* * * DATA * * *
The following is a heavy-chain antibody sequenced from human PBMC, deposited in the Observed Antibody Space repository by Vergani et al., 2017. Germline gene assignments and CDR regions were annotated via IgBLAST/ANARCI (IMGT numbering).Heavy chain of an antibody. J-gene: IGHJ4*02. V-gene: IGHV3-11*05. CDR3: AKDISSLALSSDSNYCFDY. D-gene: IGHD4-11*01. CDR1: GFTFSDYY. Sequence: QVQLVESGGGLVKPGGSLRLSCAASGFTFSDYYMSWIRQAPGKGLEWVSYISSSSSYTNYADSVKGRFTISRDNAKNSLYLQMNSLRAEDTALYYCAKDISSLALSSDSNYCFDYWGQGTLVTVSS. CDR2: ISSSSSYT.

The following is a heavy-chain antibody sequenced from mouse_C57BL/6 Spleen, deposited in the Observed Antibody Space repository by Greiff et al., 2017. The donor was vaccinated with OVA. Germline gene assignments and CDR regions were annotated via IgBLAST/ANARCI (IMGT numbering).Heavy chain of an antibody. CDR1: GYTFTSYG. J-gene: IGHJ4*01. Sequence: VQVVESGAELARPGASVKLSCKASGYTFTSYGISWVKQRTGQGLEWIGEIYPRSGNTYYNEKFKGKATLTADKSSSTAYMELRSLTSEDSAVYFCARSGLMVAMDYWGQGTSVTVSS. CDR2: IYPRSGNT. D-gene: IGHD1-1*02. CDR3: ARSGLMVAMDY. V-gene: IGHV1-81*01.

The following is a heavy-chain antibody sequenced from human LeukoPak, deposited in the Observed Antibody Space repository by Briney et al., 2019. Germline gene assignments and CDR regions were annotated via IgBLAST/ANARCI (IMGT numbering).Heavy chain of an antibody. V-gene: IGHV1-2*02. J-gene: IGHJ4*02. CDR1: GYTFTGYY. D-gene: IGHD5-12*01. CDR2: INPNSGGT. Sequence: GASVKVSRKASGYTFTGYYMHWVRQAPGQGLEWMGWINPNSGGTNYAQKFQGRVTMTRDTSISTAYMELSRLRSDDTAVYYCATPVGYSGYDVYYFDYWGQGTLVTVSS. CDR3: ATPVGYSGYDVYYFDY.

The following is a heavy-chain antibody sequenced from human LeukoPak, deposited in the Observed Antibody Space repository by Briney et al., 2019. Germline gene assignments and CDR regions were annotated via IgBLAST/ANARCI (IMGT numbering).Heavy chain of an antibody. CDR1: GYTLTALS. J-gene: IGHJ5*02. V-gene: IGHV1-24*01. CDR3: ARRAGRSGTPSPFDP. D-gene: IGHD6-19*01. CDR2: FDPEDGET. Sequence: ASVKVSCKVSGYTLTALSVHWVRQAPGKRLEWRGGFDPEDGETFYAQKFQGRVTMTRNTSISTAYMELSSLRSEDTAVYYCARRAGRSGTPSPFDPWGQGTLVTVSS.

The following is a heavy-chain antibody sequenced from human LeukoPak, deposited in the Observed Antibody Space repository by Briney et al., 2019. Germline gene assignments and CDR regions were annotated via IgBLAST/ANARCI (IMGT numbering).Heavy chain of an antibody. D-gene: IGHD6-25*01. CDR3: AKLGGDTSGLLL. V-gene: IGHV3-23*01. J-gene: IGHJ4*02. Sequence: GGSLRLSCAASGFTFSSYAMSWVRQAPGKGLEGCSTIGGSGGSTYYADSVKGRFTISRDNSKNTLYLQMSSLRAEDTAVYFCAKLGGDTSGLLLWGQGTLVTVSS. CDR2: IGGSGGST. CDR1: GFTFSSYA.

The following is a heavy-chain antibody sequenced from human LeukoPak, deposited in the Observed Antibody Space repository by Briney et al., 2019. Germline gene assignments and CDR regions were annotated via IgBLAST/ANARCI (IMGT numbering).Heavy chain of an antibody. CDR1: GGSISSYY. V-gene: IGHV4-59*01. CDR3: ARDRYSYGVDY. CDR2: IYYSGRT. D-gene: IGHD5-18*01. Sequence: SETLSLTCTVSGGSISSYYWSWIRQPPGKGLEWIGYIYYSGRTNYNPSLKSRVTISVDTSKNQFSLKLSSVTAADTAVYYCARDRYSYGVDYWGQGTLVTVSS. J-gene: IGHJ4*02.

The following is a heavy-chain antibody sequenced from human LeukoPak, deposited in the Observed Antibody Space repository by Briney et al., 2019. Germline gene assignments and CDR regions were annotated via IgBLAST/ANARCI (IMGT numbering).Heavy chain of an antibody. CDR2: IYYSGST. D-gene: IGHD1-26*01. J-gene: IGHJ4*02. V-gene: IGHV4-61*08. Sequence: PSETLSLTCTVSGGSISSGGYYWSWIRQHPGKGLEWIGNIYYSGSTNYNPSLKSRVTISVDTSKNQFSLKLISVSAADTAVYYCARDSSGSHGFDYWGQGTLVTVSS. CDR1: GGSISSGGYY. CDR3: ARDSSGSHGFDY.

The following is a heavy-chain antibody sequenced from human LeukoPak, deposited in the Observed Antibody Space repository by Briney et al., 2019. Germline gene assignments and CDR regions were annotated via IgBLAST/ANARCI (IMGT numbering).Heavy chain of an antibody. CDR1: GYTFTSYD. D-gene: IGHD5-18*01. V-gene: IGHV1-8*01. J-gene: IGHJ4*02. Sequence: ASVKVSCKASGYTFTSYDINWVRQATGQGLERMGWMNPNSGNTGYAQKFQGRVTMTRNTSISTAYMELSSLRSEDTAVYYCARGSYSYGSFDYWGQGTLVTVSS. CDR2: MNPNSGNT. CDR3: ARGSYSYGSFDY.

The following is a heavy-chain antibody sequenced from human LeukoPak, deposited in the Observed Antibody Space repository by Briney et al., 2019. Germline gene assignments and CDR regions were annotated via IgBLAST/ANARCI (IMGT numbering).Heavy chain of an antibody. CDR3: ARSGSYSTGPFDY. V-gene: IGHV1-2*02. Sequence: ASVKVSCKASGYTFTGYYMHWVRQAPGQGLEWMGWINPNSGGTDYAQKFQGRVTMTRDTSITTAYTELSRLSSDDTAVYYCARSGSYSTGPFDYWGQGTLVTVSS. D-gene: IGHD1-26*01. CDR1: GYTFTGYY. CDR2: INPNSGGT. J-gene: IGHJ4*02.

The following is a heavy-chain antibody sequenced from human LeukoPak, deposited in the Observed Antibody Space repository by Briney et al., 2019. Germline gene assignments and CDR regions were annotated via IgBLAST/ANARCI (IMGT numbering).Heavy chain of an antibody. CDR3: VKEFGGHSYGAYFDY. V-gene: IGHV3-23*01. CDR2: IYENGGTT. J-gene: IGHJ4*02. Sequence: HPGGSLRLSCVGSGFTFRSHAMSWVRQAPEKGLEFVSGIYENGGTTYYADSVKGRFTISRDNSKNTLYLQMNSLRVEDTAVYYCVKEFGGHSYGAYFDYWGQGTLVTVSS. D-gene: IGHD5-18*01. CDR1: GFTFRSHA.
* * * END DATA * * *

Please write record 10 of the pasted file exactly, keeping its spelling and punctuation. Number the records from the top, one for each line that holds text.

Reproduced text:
The following is a heavy-chain antibody sequenced from human LeukoPak, deposited in the Observed Antibody Space repository by Briney et al., 2019. Germline gene assignments and CDR regions were annotated via IgBLAST/ANARCI (IMGT numbering).Heavy chain of an antibody. CDR3: VKEFGGHSYGAYFDY. V-gene: IGHV3-23*01. CDR2: IYENGGTT. J-gene: IGHJ4*02. Sequence: HPGGSLRLSCVGSGFTFRSHAMSWVRQAPEKGLEFVSGIYENGGTTYYADSVKGRFTISRDNSKNTLYLQMNSLRVEDTAVYYCVKEFGGHSYGAYFDYWGQGTLVTVSS. D-gene: IGHD5-18*01. CDR1: GFTFRSHA.